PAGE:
LFF 2019: Ema

Starring Pablo Mariana di Girolamo and Gael García Bernal, Chilean filmmaker Pablo Larraín's new film is a seductive, opaque study of grief and sex

Film Review by Thomas Atkinson | 14 Oct 2019
  • Ema
Film title: Ema
Director: Pablo Larraín
Starring: Mariana di Girolamo, Gael García Bernal

Just as the dance at the beginning of Pablo Larraín’s Ema features bodies thrusting towards and then pulling away from each other, the film finds the eponymous dancer (played by Mariana di Girolamo) and her choreographer husband, Gastón (Gael García Bernal), spiralling away from and falling back into the arms of their spouse.

At first, their wayward behaviour – particularly that of Ema's, who has taken to arson and polyamorous sex – seems an expression of grief. They’ve just given their adoptive son away because of his setting of fires and harming of Ema’s sister. The pair are wrapped in guilt and also blaming each other. But Ema’s polyamory leads her into relationships with both sides of another marriage, one a divorce lawyer, the other a firefighter. The married couple have a child of their own, and Ema – on the outside looking in – appears to be feeling her way around someone else’s family unit so she can better rebuild her own.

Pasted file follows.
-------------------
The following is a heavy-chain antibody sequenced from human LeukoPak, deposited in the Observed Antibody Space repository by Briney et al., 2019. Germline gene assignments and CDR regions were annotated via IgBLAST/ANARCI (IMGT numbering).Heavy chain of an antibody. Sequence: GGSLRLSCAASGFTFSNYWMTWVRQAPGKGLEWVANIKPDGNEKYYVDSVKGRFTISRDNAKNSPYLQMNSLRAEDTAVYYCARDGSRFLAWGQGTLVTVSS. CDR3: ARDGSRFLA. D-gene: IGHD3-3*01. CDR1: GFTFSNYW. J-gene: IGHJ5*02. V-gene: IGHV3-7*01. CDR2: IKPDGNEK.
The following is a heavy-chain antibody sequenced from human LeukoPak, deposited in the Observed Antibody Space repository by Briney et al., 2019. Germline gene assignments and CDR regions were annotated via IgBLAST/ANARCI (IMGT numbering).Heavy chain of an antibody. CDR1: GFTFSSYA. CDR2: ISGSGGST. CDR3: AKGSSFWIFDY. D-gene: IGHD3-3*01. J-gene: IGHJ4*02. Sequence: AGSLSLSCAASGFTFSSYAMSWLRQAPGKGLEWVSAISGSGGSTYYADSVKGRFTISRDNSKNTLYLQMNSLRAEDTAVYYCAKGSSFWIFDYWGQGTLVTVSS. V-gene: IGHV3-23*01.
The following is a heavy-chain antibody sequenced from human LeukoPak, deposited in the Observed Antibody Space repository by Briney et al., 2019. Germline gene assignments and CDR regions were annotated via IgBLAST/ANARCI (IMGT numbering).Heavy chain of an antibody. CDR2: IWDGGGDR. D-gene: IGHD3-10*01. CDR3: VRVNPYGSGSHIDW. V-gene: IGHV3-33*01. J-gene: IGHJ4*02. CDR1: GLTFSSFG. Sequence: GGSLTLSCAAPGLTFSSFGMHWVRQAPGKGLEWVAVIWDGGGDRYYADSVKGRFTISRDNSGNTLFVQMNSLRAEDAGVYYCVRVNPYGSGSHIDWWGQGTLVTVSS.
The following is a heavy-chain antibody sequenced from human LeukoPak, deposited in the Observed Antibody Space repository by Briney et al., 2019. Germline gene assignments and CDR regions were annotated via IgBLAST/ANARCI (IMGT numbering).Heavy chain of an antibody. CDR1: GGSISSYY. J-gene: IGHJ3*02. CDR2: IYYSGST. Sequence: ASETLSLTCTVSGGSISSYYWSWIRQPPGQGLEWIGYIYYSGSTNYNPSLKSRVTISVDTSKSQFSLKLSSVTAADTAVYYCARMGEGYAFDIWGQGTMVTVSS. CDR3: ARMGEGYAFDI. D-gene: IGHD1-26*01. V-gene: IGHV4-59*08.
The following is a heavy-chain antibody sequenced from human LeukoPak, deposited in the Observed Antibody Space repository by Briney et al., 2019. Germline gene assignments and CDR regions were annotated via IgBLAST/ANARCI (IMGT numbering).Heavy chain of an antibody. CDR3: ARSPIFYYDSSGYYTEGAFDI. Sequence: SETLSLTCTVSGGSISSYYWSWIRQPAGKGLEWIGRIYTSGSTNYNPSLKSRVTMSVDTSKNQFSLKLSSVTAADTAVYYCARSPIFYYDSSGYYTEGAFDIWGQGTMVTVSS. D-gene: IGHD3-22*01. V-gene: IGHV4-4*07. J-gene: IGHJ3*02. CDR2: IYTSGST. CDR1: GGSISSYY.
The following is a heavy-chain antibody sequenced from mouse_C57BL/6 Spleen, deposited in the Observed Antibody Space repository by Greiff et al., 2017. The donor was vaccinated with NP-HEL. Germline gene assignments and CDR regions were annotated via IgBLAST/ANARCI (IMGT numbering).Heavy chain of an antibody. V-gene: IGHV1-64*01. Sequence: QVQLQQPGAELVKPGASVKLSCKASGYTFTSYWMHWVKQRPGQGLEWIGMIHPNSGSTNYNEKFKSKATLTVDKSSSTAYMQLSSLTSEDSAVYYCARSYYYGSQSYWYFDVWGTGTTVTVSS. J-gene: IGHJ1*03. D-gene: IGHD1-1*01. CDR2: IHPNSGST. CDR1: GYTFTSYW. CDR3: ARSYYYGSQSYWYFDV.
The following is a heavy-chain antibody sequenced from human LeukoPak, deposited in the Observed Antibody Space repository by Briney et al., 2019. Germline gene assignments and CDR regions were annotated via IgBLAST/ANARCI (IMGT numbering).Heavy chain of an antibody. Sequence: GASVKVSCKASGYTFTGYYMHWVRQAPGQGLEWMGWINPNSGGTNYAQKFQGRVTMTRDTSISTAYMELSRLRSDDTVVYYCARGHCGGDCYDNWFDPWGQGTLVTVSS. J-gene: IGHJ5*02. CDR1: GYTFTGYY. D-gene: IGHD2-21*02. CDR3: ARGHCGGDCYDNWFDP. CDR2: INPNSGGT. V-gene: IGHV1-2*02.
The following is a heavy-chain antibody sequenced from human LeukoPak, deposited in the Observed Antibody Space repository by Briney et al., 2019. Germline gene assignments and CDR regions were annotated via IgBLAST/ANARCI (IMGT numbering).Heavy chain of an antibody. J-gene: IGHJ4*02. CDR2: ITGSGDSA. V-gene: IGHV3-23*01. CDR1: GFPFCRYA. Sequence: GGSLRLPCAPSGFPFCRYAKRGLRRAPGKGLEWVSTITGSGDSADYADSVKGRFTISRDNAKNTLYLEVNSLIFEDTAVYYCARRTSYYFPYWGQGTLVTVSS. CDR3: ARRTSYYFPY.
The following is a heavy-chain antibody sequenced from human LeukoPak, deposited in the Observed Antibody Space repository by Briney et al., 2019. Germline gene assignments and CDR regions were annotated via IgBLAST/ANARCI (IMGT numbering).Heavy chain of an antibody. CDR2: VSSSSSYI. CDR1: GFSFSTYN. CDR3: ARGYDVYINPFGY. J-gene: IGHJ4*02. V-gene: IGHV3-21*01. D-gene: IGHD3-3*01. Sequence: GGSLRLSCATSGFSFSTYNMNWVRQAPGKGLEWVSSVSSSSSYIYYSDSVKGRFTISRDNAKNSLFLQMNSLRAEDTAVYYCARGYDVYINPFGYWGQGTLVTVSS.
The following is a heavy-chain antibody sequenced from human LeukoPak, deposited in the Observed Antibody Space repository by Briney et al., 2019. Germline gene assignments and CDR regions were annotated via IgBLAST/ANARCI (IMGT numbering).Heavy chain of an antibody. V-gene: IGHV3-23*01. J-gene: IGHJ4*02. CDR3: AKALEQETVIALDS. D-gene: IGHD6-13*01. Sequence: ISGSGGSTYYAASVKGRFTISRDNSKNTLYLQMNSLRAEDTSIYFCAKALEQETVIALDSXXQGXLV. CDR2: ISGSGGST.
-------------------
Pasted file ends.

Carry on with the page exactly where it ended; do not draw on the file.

Ema remains an opaque protagonist, however, rarely letting on whether her pinwheel approach to sex, illustrated in ragingly erotic montage, is a subconscious coping mechanism or the actualisation of desires she knows she has – or both. Just as ambiguous and nebulous is the film’s definition of family. At first, it’s a tight unit, for whom losing a member is akin to losing a limb; then it’s a porous organism to be infiltrated. Finally, it’s something larger and even stranger than before.

And then there’s the film’s powerful style, which contradicts itself all the time. The colours are deep, but the deepest ones come from the artificial glow of a disco light; Nicolas Jaar’s excellent score is emotionally fluid and hazy; the sex sequences aren’t depraved but they’re weighted with a sense of loss. Through it all, Larraín plays his cards thrillingly close to his chest, and the audience’s only tether to the film is its near-physical power.

Ema had its UK premiere at London Film Festival, and will be released by MUBI